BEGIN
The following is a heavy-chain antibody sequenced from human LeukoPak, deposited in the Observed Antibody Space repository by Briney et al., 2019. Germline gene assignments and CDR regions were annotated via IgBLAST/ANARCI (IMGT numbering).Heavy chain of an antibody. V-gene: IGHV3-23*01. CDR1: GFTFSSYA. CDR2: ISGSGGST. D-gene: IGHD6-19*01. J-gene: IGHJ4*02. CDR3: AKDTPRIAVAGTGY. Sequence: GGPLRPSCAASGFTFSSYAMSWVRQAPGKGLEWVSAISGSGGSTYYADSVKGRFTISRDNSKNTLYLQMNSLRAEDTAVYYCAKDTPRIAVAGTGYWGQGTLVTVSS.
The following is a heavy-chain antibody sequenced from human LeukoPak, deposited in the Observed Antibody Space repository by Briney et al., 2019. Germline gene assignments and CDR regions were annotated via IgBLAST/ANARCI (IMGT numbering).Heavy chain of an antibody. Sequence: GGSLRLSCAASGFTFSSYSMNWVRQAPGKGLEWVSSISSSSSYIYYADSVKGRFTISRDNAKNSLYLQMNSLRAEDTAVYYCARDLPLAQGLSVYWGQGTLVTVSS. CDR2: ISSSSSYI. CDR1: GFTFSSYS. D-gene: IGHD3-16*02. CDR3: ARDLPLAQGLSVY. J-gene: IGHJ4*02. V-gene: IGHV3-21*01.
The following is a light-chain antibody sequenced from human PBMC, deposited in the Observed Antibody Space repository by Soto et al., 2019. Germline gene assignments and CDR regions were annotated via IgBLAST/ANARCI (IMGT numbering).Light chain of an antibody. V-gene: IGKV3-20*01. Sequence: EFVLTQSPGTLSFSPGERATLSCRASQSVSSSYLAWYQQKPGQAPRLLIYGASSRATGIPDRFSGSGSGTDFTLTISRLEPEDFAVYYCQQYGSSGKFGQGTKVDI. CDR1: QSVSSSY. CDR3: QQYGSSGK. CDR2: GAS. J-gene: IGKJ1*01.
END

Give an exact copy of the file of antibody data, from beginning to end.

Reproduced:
The following is a heavy-chain antibody sequenced from human LeukoPak, deposited in the Observed Antibody Space repository by Briney et al., 2019. Germline gene assignments and CDR regions were annotated via IgBLAST/ANARCI (IMGT numbering).Heavy chain of an antibody. V-gene: IGHV3-23*01. CDR1: GFTFSSYA. CDR2: ISGSGGST. D-gene: IGHD6-19*01. J-gene: IGHJ4*02. CDR3: AKDTPRIAVAGTGY. Sequence: GGPLRPSCAASGFTFSSYAMSWVRQAPGKGLEWVSAISGSGGSTYYADSVKGRFTISRDNSKNTLYLQMNSLRAEDTAVYYCAKDTPRIAVAGTGYWGQGTLVTVSS.
The following is a heavy-chain antibody sequenced from human LeukoPak, deposited in the Observed Antibody Space repository by Briney et al., 2019. Germline gene assignments and CDR regions were annotated via IgBLAST/ANARCI (IMGT numbering).Heavy chain of an antibody. Sequence: GGSLRLSCAASGFTFSSYSMNWVRQAPGKGLEWVSSISSSSSYIYYADSVKGRFTISRDNAKNSLYLQMNSLRAEDTAVYYCARDLPLAQGLSVYWGQGTLVTVSS. CDR2: ISSSSSYI. CDR1: GFTFSSYS. D-gene: IGHD3-16*02. CDR3: ARDLPLAQGLSVY. J-gene: IGHJ4*02. V-gene: IGHV3-21*01.
The following is a light-chain antibody sequenced from human PBMC, deposited in the Observed Antibody Space repository by Soto et al., 2019. Germline gene assignments and CDR regions were annotated via IgBLAST/ANARCI (IMGT numbering).Light chain of an antibody. V-gene: IGKV3-20*01. Sequence: EFVLTQSPGTLSFSPGERATLSCRASQSVSSSYLAWYQQKPGQAPRLLIYGASSRATGIPDRFSGSGSGTDFTLTISRLEPEDFAVYYCQQYGSSGKFGQGTKVDI. CDR1: QSVSSSY. CDR3: QQYGSSGK. CDR2: GAS. J-gene: IGKJ1*01.